The interview for this project is expected to take place on Thursday 20 April.
Over many years, numerous governments have legislated regarding sexual orientation and gender identity without clear understanding as to why people are in these minority groups, and with an aim to protect the majority from them.
Assumptions include that sexual orientation and gender identity are ‘lifestyle choices’, that people can be ‘converted’ from the majority to the minority, that minority is somehow threatening to the majority, and that the existence of these minority groups somehow threatens ‘family values’ or the British (or American, Australian, etc) way of life.
These assumptions are straightforward to challenge, but seem to persist in more socially conservative political parties and movements. Because these assumptions are not challenged within a political party or governing alliance, policy development based on them can result in harmful policies.
Negative and restrictive policies have been enacted in various jurisdictions around the world, and there is published evidence linking these policies to worsening mental health and increased mortality.
Alternatively, there have been some positive policies enacted, such as same sex marriage, which has been shown to improve mental health and wellbeing in LGBTQ+ people, on average.
This PhD project will investigate links between local/regional/central government policies regarding sexual orientation and/or gender identity and mental health within the LGBTQ+ communities. The programme of work will be based around the following quality outcomes:
The research will be both academically powerful, and undertaken with a strong commitment to advocacy on behalf of minority groups that have been subject to harmful and disempowering policy and legislation.
The audience for this work includes the LGBTQ+ community, policymakers and people who are interested in the interface between policy and the public.
Stakeholders include people from the LGBTQ+ community, who will not only be research participants but potentially users of the research. Political parties with an interest in minority group issues will have a key interest in the findings of the research.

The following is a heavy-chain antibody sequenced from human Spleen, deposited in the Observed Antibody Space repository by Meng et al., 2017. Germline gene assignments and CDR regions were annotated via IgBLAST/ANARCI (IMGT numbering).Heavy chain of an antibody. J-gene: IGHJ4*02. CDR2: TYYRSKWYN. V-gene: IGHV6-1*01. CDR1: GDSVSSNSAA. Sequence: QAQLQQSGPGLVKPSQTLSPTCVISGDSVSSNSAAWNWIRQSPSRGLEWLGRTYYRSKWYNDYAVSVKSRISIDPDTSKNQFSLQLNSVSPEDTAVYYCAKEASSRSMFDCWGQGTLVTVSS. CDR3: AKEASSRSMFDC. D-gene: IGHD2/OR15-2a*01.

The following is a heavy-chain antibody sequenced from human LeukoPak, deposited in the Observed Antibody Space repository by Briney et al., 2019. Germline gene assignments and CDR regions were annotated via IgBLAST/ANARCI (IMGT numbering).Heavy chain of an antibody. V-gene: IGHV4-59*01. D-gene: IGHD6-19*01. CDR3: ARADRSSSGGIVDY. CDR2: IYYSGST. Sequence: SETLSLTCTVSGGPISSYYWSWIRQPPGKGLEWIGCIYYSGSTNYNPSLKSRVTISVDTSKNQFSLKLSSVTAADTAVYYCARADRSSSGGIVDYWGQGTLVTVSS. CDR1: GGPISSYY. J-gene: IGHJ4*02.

The combination of mixed methods and a variety of data sources means that the results should be more robust and trustworthy, enhancing credibility even for sceptical audiences.
The effect of the research will be to clarify the extent to which policy change directly affects mental health. If it is shown that it has large effects, policymakers will need to bear this in mind when developing policy, and be more circumspect when planning policy that adversely affects communities.
This will also be of interest internationally, and could be used to challenge profoundly homophobic, biphobic or transphobic legislation.
It is clear from research that increasing numbers of the population identify as LGBTQ+, so increasing numbers of the population will find this research is relevant to them.
It will be supervised by Professors Catherine Meads and Jeffrey Grierson. Prof Meads is a qualified doctor and Professor of Health, and has been working in LGBT issues since the mid-1980s. She has over 25 publications on various aspects of LGBT health and was until recently a member of the Government Equalities Office LGBT Advisory Panel.
Prof Grierson is social researcher and Professor of Health and Social Care. He has over 25 years of experience of research in HIV/AIDS and sexuality, and has a special interest in social research as advocacy and activism.
If you would like to discuss this research project, please contact Prof Catherine Meads: email@example.comApply online by 19 March 2023
This successful applicant for this project will receive a Vice Chancellor’s PhD Scholarship which covers Home tuition fees and provides a UKRI equivalent minimum annual stipend for three years. For 2022/3 this was £17,688 per year. The award is subject to the successful candidate meeting the scholarship terms and conditions. Please note that the University asserts the right to claim any intellectual property generated by research it funds.